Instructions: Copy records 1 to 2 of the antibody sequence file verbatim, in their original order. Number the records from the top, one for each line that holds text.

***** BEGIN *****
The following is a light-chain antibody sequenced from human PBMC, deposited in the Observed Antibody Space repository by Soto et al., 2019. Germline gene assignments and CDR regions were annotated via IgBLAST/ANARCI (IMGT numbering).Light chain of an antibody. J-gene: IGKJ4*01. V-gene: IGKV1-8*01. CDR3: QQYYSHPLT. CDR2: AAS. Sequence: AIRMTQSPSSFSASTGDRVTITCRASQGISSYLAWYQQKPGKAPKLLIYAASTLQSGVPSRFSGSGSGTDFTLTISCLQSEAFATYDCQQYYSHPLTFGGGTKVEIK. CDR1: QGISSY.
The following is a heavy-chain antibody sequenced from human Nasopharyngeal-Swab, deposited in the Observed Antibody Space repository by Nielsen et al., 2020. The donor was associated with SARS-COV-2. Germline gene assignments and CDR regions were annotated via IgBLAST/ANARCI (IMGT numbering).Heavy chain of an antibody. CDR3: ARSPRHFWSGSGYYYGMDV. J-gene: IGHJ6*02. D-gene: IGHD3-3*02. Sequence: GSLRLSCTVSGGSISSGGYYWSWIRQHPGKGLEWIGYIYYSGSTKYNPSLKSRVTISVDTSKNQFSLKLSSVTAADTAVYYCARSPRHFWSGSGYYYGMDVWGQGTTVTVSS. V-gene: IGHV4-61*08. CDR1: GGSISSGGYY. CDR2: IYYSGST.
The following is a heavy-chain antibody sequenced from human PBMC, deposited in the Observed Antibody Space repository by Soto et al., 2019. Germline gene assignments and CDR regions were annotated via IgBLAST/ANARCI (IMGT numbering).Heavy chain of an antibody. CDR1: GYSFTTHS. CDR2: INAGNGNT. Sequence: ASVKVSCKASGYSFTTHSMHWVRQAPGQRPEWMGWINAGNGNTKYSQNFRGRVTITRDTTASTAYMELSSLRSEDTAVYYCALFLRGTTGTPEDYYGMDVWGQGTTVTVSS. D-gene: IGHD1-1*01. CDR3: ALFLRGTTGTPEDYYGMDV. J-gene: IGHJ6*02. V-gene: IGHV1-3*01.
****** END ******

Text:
The following is a light-chain antibody sequenced from human PBMC, deposited in the Observed Antibody Space repository by Soto et al., 2019. Germline gene assignments and CDR regions were annotated via IgBLAST/ANARCI (IMGT numbering).Light chain of an antibody. J-gene: IGKJ4*01. V-gene: IGKV1-8*01. CDR3: QQYYSHPLT. CDR2: AAS. Sequence: AIRMTQSPSSFSASTGDRVTITCRASQGISSYLAWYQQKPGKAPKLLIYAASTLQSGVPSRFSGSGSGTDFTLTISCLQSEAFATYDCQQYYSHPLTFGGGTKVEIK. CDR1: QGISSY.
The following is a heavy-chain antibody sequenced from human Nasopharyngeal-Swab, deposited in the Observed Antibody Space repository by Nielsen et al., 2020. The donor was associated with SARS-COV-2. Germline gene assignments and CDR regions were annotated via IgBLAST/ANARCI (IMGT numbering).Heavy chain of an antibody. CDR3: ARSPRHFWSGSGYYYGMDV. J-gene: IGHJ6*02. D-gene: IGHD3-3*02. Sequence: GSLRLSCTVSGGSISSGGYYWSWIRQHPGKGLEWIGYIYYSGSTKYNPSLKSRVTISVDTSKNQFSLKLSSVTAADTAVYYCARSPRHFWSGSGYYYGMDVWGQGTTVTVSS. V-gene: IGHV4-61*08. CDR1: GGSISSGGYY. CDR2: IYYSGST.